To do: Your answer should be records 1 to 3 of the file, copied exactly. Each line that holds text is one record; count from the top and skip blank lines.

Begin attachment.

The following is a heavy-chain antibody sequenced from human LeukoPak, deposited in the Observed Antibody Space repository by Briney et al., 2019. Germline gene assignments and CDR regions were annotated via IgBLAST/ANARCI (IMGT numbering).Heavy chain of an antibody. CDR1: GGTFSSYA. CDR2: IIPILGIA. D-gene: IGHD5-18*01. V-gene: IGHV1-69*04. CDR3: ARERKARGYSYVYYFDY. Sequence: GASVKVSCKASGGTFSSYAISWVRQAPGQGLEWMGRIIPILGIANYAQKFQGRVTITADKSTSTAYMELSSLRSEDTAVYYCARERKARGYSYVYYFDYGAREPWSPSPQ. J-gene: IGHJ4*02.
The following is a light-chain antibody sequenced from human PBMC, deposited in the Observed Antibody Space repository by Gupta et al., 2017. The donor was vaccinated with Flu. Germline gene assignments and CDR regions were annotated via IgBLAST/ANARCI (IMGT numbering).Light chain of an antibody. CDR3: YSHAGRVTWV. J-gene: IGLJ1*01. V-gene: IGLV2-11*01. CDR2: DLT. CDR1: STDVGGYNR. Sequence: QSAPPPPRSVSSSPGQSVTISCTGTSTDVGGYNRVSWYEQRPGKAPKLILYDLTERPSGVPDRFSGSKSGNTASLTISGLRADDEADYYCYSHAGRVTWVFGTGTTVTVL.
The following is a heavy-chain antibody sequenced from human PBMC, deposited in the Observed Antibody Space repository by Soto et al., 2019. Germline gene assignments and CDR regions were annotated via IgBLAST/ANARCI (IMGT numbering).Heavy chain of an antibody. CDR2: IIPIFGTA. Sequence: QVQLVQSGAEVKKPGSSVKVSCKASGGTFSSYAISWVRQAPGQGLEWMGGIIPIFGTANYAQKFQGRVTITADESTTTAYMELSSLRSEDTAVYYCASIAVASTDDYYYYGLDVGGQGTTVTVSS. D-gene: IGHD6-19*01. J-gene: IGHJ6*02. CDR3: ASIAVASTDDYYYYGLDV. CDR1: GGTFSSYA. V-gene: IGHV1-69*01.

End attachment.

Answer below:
The following is a heavy-chain antibody sequenced from human LeukoPak, deposited in the Observed Antibody Space repository by Briney et al., 2019. Germline gene assignments and CDR regions were annotated via IgBLAST/ANARCI (IMGT numbering).Heavy chain of an antibody. CDR1: GGTFSSYA. CDR2: IIPILGIA. D-gene: IGHD5-18*01. V-gene: IGHV1-69*04. CDR3: ARERKARGYSYVYYFDY. Sequence: GASVKVSCKASGGTFSSYAISWVRQAPGQGLEWMGRIIPILGIANYAQKFQGRVTITADKSTSTAYMELSSLRSEDTAVYYCARERKARGYSYVYYFDYGAREPWSPSPQ. J-gene: IGHJ4*02.
The following is a light-chain antibody sequenced from human PBMC, deposited in the Observed Antibody Space repository by Gupta et al., 2017. The donor was vaccinated with Flu. Germline gene assignments and CDR regions were annotated via IgBLAST/ANARCI (IMGT numbering).Light chain of an antibody. CDR3: YSHAGRVTWV. J-gene: IGLJ1*01. V-gene: IGLV2-11*01. CDR2: DLT. CDR1: STDVGGYNR. Sequence: QSAPPPPRSVSSSPGQSVTISCTGTSTDVGGYNRVSWYEQRPGKAPKLILYDLTERPSGVPDRFSGSKSGNTASLTISGLRADDEADYYCYSHAGRVTWVFGTGTTVTVL.
The following is a heavy-chain antibody sequenced from human PBMC, deposited in the Observed Antibody Space repository by Soto et al., 2019. Germline gene assignments and CDR regions were annotated via IgBLAST/ANARCI (IMGT numbering).Heavy chain of an antibody. CDR2: IIPIFGTA. Sequence: QVQLVQSGAEVKKPGSSVKVSCKASGGTFSSYAISWVRQAPGQGLEWMGGIIPIFGTANYAQKFQGRVTITADESTTTAYMELSSLRSEDTAVYYCASIAVASTDDYYYYGLDVGGQGTTVTVSS. D-gene: IGHD6-19*01. J-gene: IGHJ6*02. CDR3: ASIAVASTDDYYYYGLDV. CDR1: GGTFSSYA. V-gene: IGHV1-69*01.